With respect to NBA Draft picks, Hasheem Thabeet is unique. In particular, he’s the only player to be named a Top 10 Bust as well as a Bottom 10 Pick. As mentioned in numerous other posts, there seems to be a disconnect between a player who should be considered a bust (i.e he underperformed on an absolute basis) and one who generally is considered a bust (i.e. he underperformed relative one or more other players). Despite being the 2nd overall pick in the 2009 Draft, Thabeet was completely unproductive with career totals of 483 points, 585 rebounds and 27 assists in 224 games. Furthermore, he was taken ahead of likely Hall of Famers James Harden and Steph Curry. As a result, Thabeet selection as a bust can be supported on an absolute and a relative basis.
With respect to popularity, the NBA Draft trails only the NFL Draft as a sporting event/spectacle. As such, it seems logical to focus on the NBA for my second compilation of Top 10 Busts. Regardless, the main reason for creating this particular countdown relates to the featured image. In particular, it shows my ticket stub to the 1991 NBA Draft. To date, that draft remains the only one I have ever attended in person. While I don’t provide any insight about a specific bust in this post, I offer some foreshadowing for future posts. As an enticement, there’s also a link to a classic Seinfeld clip regarding political incorrectness.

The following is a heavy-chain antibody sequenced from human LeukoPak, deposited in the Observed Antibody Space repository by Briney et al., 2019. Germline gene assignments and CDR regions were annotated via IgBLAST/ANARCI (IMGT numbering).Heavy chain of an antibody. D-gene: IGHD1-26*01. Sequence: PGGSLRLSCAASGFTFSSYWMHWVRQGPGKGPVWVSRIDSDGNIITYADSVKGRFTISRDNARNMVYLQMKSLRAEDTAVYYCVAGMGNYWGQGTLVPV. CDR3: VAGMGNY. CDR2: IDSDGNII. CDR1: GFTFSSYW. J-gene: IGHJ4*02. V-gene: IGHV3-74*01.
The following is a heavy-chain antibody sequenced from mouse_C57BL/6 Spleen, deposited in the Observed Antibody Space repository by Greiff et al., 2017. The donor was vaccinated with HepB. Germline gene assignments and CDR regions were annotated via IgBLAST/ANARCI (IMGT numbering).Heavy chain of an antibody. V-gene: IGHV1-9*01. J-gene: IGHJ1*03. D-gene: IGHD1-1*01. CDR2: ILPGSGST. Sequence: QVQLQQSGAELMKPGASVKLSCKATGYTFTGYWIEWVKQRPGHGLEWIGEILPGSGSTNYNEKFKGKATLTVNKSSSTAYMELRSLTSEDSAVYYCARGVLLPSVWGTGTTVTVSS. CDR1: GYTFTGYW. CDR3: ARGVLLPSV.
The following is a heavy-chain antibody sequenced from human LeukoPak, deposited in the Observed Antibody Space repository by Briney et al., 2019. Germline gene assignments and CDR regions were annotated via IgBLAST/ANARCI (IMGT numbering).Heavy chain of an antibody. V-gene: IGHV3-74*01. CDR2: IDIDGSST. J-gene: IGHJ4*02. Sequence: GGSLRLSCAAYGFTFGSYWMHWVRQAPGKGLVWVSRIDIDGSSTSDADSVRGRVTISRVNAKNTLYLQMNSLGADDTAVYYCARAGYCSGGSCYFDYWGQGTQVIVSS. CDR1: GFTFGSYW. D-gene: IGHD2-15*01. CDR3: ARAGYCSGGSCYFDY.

If you’re like I am, you probably have heard of the Ted Stepien Rule but know little about the man or the rationale for the rule. As an owner of the Cleveland Cavaliers in the early 1980s, Ted Stepien made numerous boneheaded trades. The one garnering the most attention involved giving up the draft pick which resulted in 1982 #1 overall selection James Worthy. In all, Stepien traded five early first-round picks from 1982-1986 without getting anyone of value in return. His seemingly irrational decisions decimated the team. In response, the NBA enacted a rule prohibiting any team from trading away first round picks in consecutive drafts. Ergo, the Ted Stepien Rule.